Real quick: My biggest issue with cheap prices is people automatically feel like the discount prices and people just pop up and want to buy because its cheap. This almost never happens (unless the product is in HIGH demand) and then owners want to cry and moan about having no business. Well, heres the problem: you didnt promote or market your business.Ive seen it way too often. People believe that just because its cheap, they dont have to do work. Believe it or not, thats not the case and if you are not establishing your product or service at all, chances are potential customers dont even know your offering exists. Ive been there and done that: no one will even care about your prices if youre not even promoting them. And then the next issue is whether or not the price and value work well together.

Competing off price will never work

I try to tell most of my clients never to compete off price especially if they're just starting. Why? Because someone always has the resources to go lower than you and stay in business, while you dont. Plus, pricing competitions just do not add value. If it's cheap, I don't have the highest expectations of it. And if it does surpass my expectations, I'm probably willing to pay a lot more so don't cheat yourself.Cheap pricing also attracts a cheap customer. Its easy to be stereotypical of cheap people (and there's a difference between cheap and frugal) but to be sweet and concise, I don't think it's the type of person you desire to build a business you care about around. There is no value to them and they treat it as such and treat you as such.Ive always had an issue with pricing. I come from a background where money was not readily available and I didn't like paying a lot for something. So I had always priced myself way less than I was worth and tried to brand myself as cheap and affordable for businesses. That was a bust.Those clients we're horrible. They didn't respect me, paid me when they wanted, we're always nickel and diming and then when I looked up from the amount of work I was doing, I was getting pennies. I had no value to them because I was cheap. As I've raised my prices, I have to deal with way less headaches, and have increased my value.Keep in mind that value is not always related to price and depending on your ideas and business plan, different strategies may work. Your value can be directly related to your quality of work, but the idea is that they go hand in hand because people tend to put those things together. Never price yourself too cheap. I think you should price yourself higher than what you're thinking and see what kind of feedback you get, or consistently raise your prices until you've hit a ceiling. After all, who doesn't want more money in their pocket?Thanks readers! I personally told a relative that we would absolutely reference this trustworthy sod supplier in Airdries, http://bluegrasssodinstalled.ca inside a new blog post. If perhaps you'll be hoping to find a sod Installer within the greater Alberta area, they really really are excellent.Oh, naturally I must explain the overview to this important post was brilliantly presented by Clay at Clay's Lawn & Snow. They absolutely are a brilliant snow removal services. I invariably value a fantastic tip!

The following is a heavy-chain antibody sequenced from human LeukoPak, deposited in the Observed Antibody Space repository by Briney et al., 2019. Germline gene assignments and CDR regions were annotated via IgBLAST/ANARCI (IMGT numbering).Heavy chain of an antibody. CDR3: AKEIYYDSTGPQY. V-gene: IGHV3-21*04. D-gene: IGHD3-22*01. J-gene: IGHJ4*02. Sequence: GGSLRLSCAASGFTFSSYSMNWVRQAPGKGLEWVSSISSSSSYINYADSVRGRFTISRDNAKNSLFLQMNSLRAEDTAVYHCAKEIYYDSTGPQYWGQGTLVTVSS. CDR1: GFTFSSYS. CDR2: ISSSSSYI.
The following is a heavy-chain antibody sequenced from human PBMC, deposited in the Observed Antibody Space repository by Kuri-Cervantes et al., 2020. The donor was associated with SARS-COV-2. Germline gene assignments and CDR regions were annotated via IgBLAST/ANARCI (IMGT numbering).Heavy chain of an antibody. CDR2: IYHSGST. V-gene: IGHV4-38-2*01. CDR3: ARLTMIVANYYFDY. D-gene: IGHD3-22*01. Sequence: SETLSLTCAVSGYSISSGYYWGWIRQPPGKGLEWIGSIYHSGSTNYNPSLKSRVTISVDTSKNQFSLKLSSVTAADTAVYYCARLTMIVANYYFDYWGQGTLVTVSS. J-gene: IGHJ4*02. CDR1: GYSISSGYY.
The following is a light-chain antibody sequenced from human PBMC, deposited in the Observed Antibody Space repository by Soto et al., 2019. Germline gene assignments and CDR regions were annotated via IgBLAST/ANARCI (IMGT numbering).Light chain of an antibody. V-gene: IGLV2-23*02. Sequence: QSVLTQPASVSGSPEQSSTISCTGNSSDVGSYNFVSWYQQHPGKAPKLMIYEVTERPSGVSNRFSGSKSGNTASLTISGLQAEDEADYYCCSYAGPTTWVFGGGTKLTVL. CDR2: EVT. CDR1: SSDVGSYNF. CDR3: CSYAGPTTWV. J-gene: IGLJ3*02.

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Posted in Law Post Date 01/01/2015